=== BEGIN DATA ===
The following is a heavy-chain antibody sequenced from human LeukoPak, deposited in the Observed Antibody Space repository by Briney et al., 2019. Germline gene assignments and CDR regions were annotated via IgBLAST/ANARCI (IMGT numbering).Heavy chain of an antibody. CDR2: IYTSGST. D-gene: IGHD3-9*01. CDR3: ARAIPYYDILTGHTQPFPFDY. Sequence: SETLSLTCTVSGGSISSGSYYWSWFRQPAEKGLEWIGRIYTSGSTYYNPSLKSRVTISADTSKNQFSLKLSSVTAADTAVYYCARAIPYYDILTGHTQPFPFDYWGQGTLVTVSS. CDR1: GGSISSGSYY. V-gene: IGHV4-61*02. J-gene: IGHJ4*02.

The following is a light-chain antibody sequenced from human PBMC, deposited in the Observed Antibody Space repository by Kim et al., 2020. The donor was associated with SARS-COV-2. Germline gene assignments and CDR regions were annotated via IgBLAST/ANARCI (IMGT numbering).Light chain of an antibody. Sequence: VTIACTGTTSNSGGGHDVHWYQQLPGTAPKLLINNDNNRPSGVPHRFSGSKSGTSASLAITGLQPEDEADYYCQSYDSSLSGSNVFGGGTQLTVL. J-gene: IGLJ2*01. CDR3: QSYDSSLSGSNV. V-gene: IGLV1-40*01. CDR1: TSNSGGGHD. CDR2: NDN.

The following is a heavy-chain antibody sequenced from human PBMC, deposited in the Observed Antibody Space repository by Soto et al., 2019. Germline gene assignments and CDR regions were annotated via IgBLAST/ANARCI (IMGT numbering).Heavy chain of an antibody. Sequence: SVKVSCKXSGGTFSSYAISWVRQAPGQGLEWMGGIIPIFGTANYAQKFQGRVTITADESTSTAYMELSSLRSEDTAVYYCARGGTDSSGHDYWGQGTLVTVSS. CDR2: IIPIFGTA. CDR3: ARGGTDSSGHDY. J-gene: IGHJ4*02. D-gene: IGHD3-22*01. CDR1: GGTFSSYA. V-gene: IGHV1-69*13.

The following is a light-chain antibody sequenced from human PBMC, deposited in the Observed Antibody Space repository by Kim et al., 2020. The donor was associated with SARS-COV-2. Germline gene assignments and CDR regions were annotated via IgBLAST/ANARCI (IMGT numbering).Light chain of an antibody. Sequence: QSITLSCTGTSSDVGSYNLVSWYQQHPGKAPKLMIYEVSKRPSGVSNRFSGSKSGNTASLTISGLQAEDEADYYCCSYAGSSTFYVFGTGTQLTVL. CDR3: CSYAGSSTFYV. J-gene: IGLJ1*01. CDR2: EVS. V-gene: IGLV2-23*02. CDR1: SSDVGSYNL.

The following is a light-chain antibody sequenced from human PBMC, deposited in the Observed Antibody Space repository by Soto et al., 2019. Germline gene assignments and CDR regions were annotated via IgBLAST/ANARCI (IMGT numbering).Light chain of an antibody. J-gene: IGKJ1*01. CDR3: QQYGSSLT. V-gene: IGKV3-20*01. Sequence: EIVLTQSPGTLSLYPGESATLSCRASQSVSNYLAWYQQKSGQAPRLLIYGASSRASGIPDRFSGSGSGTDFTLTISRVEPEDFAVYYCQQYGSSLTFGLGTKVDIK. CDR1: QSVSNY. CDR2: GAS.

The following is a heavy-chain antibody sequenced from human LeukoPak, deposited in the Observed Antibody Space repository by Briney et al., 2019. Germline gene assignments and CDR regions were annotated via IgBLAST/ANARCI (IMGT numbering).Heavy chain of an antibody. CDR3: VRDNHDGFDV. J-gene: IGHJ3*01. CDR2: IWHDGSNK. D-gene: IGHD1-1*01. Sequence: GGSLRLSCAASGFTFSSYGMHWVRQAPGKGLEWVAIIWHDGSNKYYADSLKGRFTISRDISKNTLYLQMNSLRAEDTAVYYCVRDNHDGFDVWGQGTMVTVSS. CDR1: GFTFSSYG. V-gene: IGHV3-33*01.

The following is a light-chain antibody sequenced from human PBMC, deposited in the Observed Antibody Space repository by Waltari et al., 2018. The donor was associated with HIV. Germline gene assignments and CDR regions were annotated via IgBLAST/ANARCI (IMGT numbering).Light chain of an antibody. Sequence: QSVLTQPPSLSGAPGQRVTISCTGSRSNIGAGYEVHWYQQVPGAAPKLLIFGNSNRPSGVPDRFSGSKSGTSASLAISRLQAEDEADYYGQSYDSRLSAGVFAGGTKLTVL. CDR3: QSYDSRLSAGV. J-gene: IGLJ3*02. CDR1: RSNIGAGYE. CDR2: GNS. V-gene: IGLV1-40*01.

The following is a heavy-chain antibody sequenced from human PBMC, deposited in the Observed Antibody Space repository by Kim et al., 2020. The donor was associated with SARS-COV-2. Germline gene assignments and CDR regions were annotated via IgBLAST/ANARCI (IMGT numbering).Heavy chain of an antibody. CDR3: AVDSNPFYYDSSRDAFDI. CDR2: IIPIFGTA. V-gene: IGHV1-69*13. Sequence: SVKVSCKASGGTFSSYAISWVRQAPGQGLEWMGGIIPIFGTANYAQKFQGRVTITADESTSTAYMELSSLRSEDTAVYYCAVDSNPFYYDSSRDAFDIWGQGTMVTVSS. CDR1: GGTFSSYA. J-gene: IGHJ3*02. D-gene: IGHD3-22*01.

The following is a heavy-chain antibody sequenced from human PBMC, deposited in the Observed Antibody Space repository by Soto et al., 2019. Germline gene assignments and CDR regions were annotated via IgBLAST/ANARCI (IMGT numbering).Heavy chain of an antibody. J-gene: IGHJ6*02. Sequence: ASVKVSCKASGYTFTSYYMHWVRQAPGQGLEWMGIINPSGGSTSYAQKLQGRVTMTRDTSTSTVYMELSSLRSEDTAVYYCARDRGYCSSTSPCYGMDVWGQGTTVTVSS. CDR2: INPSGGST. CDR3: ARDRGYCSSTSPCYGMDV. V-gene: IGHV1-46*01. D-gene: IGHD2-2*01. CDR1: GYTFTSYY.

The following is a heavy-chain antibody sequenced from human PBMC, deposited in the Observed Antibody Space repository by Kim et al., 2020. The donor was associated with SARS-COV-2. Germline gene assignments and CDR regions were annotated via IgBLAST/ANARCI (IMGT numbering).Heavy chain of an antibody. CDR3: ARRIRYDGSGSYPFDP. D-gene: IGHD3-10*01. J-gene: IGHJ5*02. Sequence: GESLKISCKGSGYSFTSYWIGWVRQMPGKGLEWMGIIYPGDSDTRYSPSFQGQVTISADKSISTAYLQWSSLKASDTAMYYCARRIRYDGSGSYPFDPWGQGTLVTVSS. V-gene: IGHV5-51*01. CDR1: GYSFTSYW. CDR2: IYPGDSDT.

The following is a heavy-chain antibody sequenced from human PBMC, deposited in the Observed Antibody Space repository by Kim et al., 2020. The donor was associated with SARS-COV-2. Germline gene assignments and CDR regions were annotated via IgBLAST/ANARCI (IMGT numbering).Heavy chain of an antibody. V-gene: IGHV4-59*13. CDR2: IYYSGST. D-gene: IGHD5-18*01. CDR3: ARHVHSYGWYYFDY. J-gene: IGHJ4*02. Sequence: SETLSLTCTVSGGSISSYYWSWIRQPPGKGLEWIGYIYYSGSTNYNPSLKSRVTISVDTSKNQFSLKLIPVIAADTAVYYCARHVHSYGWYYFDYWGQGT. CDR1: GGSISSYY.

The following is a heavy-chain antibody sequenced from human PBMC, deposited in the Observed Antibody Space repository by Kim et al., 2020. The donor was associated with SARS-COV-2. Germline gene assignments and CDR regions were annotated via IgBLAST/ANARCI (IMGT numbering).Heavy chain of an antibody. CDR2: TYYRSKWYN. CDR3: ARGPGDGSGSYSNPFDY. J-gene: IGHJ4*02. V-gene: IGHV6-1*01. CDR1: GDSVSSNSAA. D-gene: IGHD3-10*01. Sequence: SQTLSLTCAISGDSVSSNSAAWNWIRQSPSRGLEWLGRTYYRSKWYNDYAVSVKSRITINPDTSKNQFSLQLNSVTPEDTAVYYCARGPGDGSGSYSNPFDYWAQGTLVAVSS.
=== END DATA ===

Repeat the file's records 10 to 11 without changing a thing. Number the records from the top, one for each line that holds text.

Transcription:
The following is a heavy-chain antibody sequenced from human PBMC, deposited in the Observed Antibody Space repository by Kim et al., 2020. The donor was associated with SARS-COV-2. Germline gene assignments and CDR regions were annotated via IgBLAST/ANARCI (IMGT numbering).Heavy chain of an antibody. CDR3: ARRIRYDGSGSYPFDP. D-gene: IGHD3-10*01. J-gene: IGHJ5*02. Sequence: GESLKISCKGSGYSFTSYWIGWVRQMPGKGLEWMGIIYPGDSDTRYSPSFQGQVTISADKSISTAYLQWSSLKASDTAMYYCARRIRYDGSGSYPFDPWGQGTLVTVSS. V-gene: IGHV5-51*01. CDR1: GYSFTSYW. CDR2: IYPGDSDT.

The following is a heavy-chain antibody sequenced from human PBMC, deposited in the Observed Antibody Space repository by Kim et al., 2020. The donor was associated with SARS-COV-2. Germline gene assignments and CDR regions were annotated via IgBLAST/ANARCI (IMGT numbering).Heavy chain of an antibody. V-gene: IGHV4-59*13. CDR2: IYYSGST. D-gene: IGHD5-18*01. CDR3: ARHVHSYGWYYFDY. J-gene: IGHJ4*02. Sequence: SETLSLTCTVSGGSISSYYWSWIRQPPGKGLEWIGYIYYSGSTNYNPSLKSRVTISVDTSKNQFSLKLIPVIAADTAVYYCARHVHSYGWYYFDYWGQGT. CDR1: GGSISSYY.